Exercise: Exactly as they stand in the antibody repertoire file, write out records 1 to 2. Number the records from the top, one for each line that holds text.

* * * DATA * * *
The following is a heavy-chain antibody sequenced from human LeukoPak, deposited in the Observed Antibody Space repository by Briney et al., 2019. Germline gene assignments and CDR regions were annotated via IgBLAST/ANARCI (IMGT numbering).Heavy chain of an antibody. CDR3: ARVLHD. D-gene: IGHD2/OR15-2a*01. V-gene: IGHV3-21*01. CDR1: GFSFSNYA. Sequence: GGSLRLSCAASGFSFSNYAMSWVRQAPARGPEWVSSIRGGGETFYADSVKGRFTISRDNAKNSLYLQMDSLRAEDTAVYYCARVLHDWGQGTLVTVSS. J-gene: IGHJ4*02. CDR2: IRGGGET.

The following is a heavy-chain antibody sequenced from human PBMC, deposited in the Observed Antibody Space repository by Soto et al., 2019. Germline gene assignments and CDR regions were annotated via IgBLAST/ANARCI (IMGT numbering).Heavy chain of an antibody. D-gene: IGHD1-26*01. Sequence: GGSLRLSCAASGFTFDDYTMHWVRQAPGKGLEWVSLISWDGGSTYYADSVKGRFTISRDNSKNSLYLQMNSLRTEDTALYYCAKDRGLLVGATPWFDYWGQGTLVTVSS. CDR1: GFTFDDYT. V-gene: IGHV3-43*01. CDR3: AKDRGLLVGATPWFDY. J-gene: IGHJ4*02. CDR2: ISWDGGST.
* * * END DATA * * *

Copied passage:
The following is a heavy-chain antibody sequenced from human LeukoPak, deposited in the Observed Antibody Space repository by Briney et al., 2019. Germline gene assignments and CDR regions were annotated via IgBLAST/ANARCI (IMGT numbering).Heavy chain of an antibody. CDR3: ARVLHD. D-gene: IGHD2/OR15-2a*01. V-gene: IGHV3-21*01. CDR1: GFSFSNYA. Sequence: GGSLRLSCAASGFSFSNYAMSWVRQAPARGPEWVSSIRGGGETFYADSVKGRFTISRDNAKNSLYLQMDSLRAEDTAVYYCARVLHDWGQGTLVTVSS. J-gene: IGHJ4*02. CDR2: IRGGGET.

The following is a heavy-chain antibody sequenced from human PBMC, deposited in the Observed Antibody Space repository by Soto et al., 2019. Germline gene assignments and CDR regions were annotated via IgBLAST/ANARCI (IMGT numbering).Heavy chain of an antibody. D-gene: IGHD1-26*01. Sequence: GGSLRLSCAASGFTFDDYTMHWVRQAPGKGLEWVSLISWDGGSTYYADSVKGRFTISRDNSKNSLYLQMNSLRTEDTALYYCAKDRGLLVGATPWFDYWGQGTLVTVSS. CDR1: GFTFDDYT. V-gene: IGHV3-43*01. CDR3: AKDRGLLVGATPWFDY. J-gene: IGHJ4*02. CDR2: ISWDGGST.